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Bible Commentaries
Jeremiah 34

Lange's Commentary on the Holy Scriptures: Critical, Doctrinal and HomileticalLange's Commentary

Verses 1-7

C. Historical Appendix to Jeremiah 32:1-5

(Jeremiah 34:1-7)

From the introductory words to chh. 32 and 33 we perceive that the event, which is here narrated (Jeremiah 34:1-7), falls in the 10th year of Zedekiah, since the conference, in consequence of which Jeremiah was confined in the court of the prison (Jeremiah 32:3), must be that of which we have an account in this passage. Both passages agree almost verbatim in the announcement of the fate impending on the king and the city (comp. Jeremiah 32:3-5 with Jeremiah 34:2-3); especially is the phrase “ thy mouth shall speak to His mouth, thine eyes shall see His eyes ” peculiar to both. What is said in Jeremiah 34:4-5 of the fate of Zedekiah is found in a condensed form in Jeremiah 32:5 in the words, “ and there shall he be until I visit him.” The concluding words of Jeremiah 32:5 “ though ye fight, etc.,” are not found in Jeremiah 34:0. (comp. rems. on Jeremiah 32:1-5).—Jeremiah 34:1-7 is therefore evidently the special report, written by Jeremiah himself of his conference with Zedekiah. In consequence of this conference he was thrown back into the court, notwithstanding his favorable announcement to Zedekiah, Jeremiah 34:4-5. The king might have expected something better from, the prophet, as he approached when not called for. It was after this return to the court that Jeremiah received the revelation contained in chh. 32. and 33. The event narrated in Jeremiah 34:1-7 also precedes these two chapters in the order of time. The report of it, perhaps written by the prophet immediately after the interview, is however, as a brief isolated passage, added as an appendix. It is evident that the conversation with Zedekiah did not long precede the facts related in chh 32, 33, from the circumstance that the confinement of Jeremiah in the court, which is spoken of in Jeremiah 32:3 as a consequence of the conversation, was properly a remanding to prison. If then the first confinement, as appears from Jeremiah 37:17-21, especially Jeremiah 34:21, falls in the last period of the siege, after the return of the Chaldeans from their diversion against the Egyptians (B. C. 687), the second incarceration cannot be placed earlier, but must be ascribed to a somewhat later date of the same year.

Jeremiah 34:1-7

1The word which came unto Jeremiah from the .Lord [Jehovah] when [or while] Nebuchadnezzar king of Babylon, and all his army, and all the kingdoms of the 1 earth, of [subject to, lit., the dominion of His hand] His dominion, and all the 2people, fought against Jerusalem, and against all the cities thereof, saying, Thus saith the Lord, the God of Israel: Go and speak to Zedekiah king of Judah, and tell him, Thus saith the Lord; Behold, I will give this city into the hand of the king of 3Babylon, and he shall burn it with fire: And thou shalt not escape out of his hand, but shalt surely be taken, and delivered into his hand; and thine eyes shall behold the eyes of the king of Babylon, and he shall speak with thee mouth to mouth,2 and 4thou shalt go to Babylon. Yet [only] hear the word of the Lord, O Zedekiah king5of Judah; Thus saith the Lord of thee, Thou shalt not die by the sword: But thou shalt die in peace; and with the burnings3 of thy fathers the former kings which were before thee, so shall they burn odors4 for thee; and they will lament thee, saying, Ah [alas] lord! for I have pronounced the word [spoken a word], saith6the Lord. Then Jeremiah the prophet spake all these words unto Zedekiah king7of Judah in Jerusalem. When [while] the king of Babylon’s army [power] fought against Jerusalem, and against all the cities of Judah that were left, against Lachish, and against Azekah: for these defenced cities remained of the cities of Judah.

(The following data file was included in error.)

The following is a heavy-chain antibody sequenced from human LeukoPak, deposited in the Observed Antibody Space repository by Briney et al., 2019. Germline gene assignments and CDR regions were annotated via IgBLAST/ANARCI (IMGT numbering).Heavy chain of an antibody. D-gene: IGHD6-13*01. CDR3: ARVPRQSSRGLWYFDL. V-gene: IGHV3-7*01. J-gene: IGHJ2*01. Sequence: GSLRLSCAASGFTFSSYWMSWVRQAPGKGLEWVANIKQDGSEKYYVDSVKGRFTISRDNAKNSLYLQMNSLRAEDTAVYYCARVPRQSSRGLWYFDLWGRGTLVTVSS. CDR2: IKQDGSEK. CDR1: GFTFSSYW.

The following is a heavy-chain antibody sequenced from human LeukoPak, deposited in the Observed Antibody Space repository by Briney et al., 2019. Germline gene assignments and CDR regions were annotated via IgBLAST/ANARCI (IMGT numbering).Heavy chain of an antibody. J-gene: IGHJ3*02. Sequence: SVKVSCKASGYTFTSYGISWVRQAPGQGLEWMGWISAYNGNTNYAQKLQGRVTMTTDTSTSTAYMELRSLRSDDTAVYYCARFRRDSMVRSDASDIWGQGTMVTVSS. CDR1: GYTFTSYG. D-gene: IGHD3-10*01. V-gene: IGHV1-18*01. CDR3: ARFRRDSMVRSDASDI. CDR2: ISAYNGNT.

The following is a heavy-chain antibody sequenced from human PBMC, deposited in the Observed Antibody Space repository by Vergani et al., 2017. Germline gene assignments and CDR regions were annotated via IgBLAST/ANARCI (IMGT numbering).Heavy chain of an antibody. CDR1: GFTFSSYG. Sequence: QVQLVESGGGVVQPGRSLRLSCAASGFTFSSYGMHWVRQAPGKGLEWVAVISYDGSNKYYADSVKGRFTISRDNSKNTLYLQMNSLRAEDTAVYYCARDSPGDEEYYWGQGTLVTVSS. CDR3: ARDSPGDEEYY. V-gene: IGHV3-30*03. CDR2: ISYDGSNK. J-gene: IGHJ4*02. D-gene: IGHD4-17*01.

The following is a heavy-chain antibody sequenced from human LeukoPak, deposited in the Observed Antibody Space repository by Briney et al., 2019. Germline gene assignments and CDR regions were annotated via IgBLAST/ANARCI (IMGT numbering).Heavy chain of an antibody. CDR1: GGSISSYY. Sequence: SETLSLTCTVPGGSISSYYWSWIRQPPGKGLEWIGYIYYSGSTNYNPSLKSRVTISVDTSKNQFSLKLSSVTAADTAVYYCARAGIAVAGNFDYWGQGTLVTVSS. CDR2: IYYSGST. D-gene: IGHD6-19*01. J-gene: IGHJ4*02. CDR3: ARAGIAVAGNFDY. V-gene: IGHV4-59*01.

During the siege (Jeremiah 34:1) Jeremiah receives command to go and announce to king Zedekiah that the city will be given into the hands of the king of Babylon and burned (Jeremiah 34:2). Zedekiah himself will be captured, brought before the king, and carried to Babylon (Jeremiah 34:3). Yet he will not perish by the sword (Jeremiah 34:4), but die in peace and be interred with royal honors, after the traditional manner (Jeremiah 34:6). Jeremiah executed his commission punctually (Jeremiah 34:5) at the time when Jerusalem and the still uncaptured fortified cities of Lachish and Azekah were being besieged (Jeremiah 34:7).

Jeremiah 34:1-5. The word … saith Jehovah. The style in Jeremiah 34:1-2 bears the character of great diffuseness, such as is peculiar to Jeremiah in the later period of his ministry. Hence such phrases as all the people, Jeremiah 34:1, and tell him, Jeremiah 34:2, which strictly taken are superfluous, need not surprise us.—Of the dominion of his hand. This addition is a restriction and definition of the earth; not all kingdoms of the earth, but of the earth in so far as it was the “dominion of his hand.” Comp. Jeremiah 51:28; 1 Kings 9:19.—Go, etc. Two questions here present themselves which it is not easy to answer. 1. How is the conference with Zedekiah here narrated connected with the other mentioned in Jeremiah 32:3; Jeremiah 37:17? 2. What relation does that bear which is said in Jeremiah 34:4-5 of Zedekiah’s end, to the other declarations concerning it (Jeremiah 39:5-7; Jeremiah 52:9-11; 2 Kings 25:6-7)? These two questions seem to be heterogeneous. There is, however, a close connection between them, for which reason we investigate the second question here instead of at Jeremiah 34:4-5.